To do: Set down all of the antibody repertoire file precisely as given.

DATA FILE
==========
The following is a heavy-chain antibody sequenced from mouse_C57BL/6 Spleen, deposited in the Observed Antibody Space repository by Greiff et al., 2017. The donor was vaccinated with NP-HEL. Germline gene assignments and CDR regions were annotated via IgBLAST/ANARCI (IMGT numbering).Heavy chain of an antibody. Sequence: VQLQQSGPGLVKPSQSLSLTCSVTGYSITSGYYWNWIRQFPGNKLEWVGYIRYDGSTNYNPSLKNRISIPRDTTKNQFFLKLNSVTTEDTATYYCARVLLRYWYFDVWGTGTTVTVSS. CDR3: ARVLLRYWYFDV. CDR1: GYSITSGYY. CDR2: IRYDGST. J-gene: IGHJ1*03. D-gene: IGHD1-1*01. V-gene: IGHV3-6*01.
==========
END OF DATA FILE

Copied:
The following is a heavy-chain antibody sequenced from mouse_C57BL/6 Spleen, deposited in the Observed Antibody Space repository by Greiff et al., 2017. The donor was vaccinated with NP-HEL. Germline gene assignments and CDR regions were annotated via IgBLAST/ANARCI (IMGT numbering).Heavy chain of an antibody. Sequence: VQLQQSGPGLVKPSQSLSLTCSVTGYSITSGYYWNWIRQFPGNKLEWVGYIRYDGSTNYNPSLKNRISIPRDTTKNQFFLKLNSVTTEDTATYYCARVLLRYWYFDVWGTGTTVTVSS. CDR3: ARVLLRYWYFDV. CDR1: GYSITSGYY. CDR2: IRYDGST. J-gene: IGHJ1*03. D-gene: IGHD1-1*01. V-gene: IGHV3-6*01.